Have you been dreaming of a road trip without the pressure of driving long distances or late at night? What if you could take a driverless car on a road trip? The technology may be available sooner than you think!

The invention of automobile technology such as advanced driver assistance systems, adaptive cruise control and active parking assistance have automated modern automobiles. While the idea of driverless cars may seem farfetched at first, perhaps total automation is the next great automobile safety advancement. Driverless technology is just around the corner, and here’s what you should know:

Safety Benefits

One of the leading factors behind the development of driverless automobiles is safety. Car accidents cost the United States nearly $300 billion every year, according to AAA, and each citizen bears a part of that cost. Self-driving automobiles would theoretically communicate with one another and eliminate the potential for drivers to miscalculate and cause an accident. This could save many lives — the Eno Center for Transportation estimates American roads would see 211,000 less crashes every year if just 10 percent of vehicles were replaces with autonomous ones. While the idea of millions of modern cars being replaced with driverless automobiles seems futuristic at first, the reality is we could start using the Internet to shop for new cars that are controlled by computers rather than steering wheels in the near future.

The Future is Near

The company leading the charge towards driverless technology may surprised you – tech giant Google announced recently that it plans to put into testing approximately 200 of its in-house developed two seat driverless cars. These driverless cars feature no steering wheel, gas or brake pedal, though early prototypes are required by the state of California to feature a manual override.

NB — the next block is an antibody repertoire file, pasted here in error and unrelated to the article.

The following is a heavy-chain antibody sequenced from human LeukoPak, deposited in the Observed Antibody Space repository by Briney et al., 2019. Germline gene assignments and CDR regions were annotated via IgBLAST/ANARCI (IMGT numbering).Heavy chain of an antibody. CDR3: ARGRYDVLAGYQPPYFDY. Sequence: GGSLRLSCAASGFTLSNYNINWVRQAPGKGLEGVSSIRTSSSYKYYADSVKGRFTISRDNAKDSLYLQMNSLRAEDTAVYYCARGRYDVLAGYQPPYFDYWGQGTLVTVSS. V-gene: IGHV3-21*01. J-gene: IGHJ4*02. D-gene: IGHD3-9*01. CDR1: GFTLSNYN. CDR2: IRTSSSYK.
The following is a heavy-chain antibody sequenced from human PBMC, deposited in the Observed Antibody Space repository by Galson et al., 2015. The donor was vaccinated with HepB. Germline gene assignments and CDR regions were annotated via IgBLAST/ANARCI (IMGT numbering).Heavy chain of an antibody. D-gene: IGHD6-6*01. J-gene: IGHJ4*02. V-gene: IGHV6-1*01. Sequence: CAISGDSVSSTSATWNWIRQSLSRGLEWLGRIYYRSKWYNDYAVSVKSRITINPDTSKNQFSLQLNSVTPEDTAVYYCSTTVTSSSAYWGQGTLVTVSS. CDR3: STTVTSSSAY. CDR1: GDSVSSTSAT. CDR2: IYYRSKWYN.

These current test models use a roof-mounted 360 degree laser to scan around the vehicle and determine its relative location while a front-mounted radar system detects and measures the speed of vehicles ahead. This data, along with GPS and internal sensor data, is fed to a processor that regulates the car’s speed and behavior. Combined with software that determines what nearby objects are obstacles and dangers such as pedestrians and cyclists, the prototype car makes all of the calculations and decisions a driver normally would. This shocking jump from semi-automated systems like assisted parking to total automation puts Google at the forefront of this technological movement.

While these prototypes are currently slated for testing on the roads surrounding Google’s Mountain View headquarters at the end of this summer, it’s unlikely the company will begin manufacturing its own driverless cars for public purchase anytime soon. These prototypes are more likely an attempt by Google to perfect the software of driverless systems to license to the big auto manufacturers, who have a vested interest in the development of cars that solve many of the safety and accessibility issues of modern vehicles. Drunk and distracted driving could become a thing of the past, and many disabled or elderly consumers who could not safely drive a modern vehicle could finally experience the freedom of the road. Automated driving developments mean huge future profits for auto manufacturers, and the era of the driverless car is just around the corner.